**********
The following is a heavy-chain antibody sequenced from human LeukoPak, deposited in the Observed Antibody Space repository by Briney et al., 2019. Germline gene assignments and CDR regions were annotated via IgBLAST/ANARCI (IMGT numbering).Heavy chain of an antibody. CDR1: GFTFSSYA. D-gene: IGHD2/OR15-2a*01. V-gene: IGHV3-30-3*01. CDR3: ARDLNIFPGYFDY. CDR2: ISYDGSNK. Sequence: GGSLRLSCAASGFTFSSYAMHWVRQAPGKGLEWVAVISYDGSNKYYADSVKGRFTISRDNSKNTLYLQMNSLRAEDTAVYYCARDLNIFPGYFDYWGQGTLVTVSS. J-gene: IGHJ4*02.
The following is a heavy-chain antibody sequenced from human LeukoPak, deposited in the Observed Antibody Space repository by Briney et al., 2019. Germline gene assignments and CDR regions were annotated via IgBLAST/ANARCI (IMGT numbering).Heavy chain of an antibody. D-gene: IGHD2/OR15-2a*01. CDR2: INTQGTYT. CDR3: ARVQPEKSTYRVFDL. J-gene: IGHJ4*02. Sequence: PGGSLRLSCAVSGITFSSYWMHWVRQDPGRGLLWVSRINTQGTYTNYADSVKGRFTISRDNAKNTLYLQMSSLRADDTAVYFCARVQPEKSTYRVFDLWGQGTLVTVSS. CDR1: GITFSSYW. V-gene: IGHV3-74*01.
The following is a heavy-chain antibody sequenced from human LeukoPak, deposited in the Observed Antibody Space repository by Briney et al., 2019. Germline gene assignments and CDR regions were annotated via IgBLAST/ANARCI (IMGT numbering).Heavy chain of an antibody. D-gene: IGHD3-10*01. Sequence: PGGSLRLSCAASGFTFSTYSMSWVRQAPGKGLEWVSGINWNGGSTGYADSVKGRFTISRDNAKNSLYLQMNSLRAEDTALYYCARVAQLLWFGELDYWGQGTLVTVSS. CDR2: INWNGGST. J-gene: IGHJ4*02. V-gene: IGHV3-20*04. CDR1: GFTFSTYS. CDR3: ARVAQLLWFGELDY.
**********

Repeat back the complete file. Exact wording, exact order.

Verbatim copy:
The following is a heavy-chain antibody sequenced from human LeukoPak, deposited in the Observed Antibody Space repository by Briney et al., 2019. Germline gene assignments and CDR regions were annotated via IgBLAST/ANARCI (IMGT numbering).Heavy chain of an antibody. CDR1: GFTFSSYA. D-gene: IGHD2/OR15-2a*01. V-gene: IGHV3-30-3*01. CDR3: ARDLNIFPGYFDY. CDR2: ISYDGSNK. Sequence: GGSLRLSCAASGFTFSSYAMHWVRQAPGKGLEWVAVISYDGSNKYYADSVKGRFTISRDNSKNTLYLQMNSLRAEDTAVYYCARDLNIFPGYFDYWGQGTLVTVSS. J-gene: IGHJ4*02.
The following is a heavy-chain antibody sequenced from human LeukoPak, deposited in the Observed Antibody Space repository by Briney et al., 2019. Germline gene assignments and CDR regions were annotated via IgBLAST/ANARCI (IMGT numbering).Heavy chain of an antibody. D-gene: IGHD2/OR15-2a*01. CDR2: INTQGTYT. CDR3: ARVQPEKSTYRVFDL. J-gene: IGHJ4*02. Sequence: PGGSLRLSCAVSGITFSSYWMHWVRQDPGRGLLWVSRINTQGTYTNYADSVKGRFTISRDNAKNTLYLQMSSLRADDTAVYFCARVQPEKSTYRVFDLWGQGTLVTVSS. CDR1: GITFSSYW. V-gene: IGHV3-74*01.
The following is a heavy-chain antibody sequenced from human LeukoPak, deposited in the Observed Antibody Space repository by Briney et al., 2019. Germline gene assignments and CDR regions were annotated via IgBLAST/ANARCI (IMGT numbering).Heavy chain of an antibody. D-gene: IGHD3-10*01. Sequence: PGGSLRLSCAASGFTFSTYSMSWVRQAPGKGLEWVSGINWNGGSTGYADSVKGRFTISRDNAKNSLYLQMNSLRAEDTALYYCARVAQLLWFGELDYWGQGTLVTVSS. CDR2: INWNGGST. J-gene: IGHJ4*02. V-gene: IGHV3-20*04. CDR1: GFTFSTYS. CDR3: ARVAQLLWFGELDY.